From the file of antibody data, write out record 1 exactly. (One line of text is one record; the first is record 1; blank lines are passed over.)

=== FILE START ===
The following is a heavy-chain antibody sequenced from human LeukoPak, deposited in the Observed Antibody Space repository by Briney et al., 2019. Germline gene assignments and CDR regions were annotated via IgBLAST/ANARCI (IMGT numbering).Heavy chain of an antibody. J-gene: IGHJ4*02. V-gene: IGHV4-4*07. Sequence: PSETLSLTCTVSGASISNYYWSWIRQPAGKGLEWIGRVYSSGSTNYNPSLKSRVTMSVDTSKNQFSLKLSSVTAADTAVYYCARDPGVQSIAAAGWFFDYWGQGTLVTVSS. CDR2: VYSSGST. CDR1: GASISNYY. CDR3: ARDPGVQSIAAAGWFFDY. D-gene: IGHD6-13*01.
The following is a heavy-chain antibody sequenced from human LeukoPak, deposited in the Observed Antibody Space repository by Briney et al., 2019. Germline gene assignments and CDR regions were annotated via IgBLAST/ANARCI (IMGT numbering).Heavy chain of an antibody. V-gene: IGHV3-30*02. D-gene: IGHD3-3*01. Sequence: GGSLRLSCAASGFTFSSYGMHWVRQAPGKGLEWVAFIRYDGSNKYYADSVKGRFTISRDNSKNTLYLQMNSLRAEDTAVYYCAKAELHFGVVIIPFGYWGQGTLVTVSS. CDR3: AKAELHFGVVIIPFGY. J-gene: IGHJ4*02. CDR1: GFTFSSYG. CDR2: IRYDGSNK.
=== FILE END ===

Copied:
The following is a heavy-chain antibody sequenced from human LeukoPak, deposited in the Observed Antibody Space repository by Briney et al., 2019. Germline gene assignments and CDR regions were annotated via IgBLAST/ANARCI (IMGT numbering).Heavy chain of an antibody. J-gene: IGHJ4*02. V-gene: IGHV4-4*07. Sequence: PSETLSLTCTVSGASISNYYWSWIRQPAGKGLEWIGRVYSSGSTNYNPSLKSRVTMSVDTSKNQFSLKLSSVTAADTAVYYCARDPGVQSIAAAGWFFDYWGQGTLVTVSS. CDR2: VYSSGST. CDR1: GASISNYY. CDR3: ARDPGVQSIAAAGWFFDY. D-gene: IGHD6-13*01.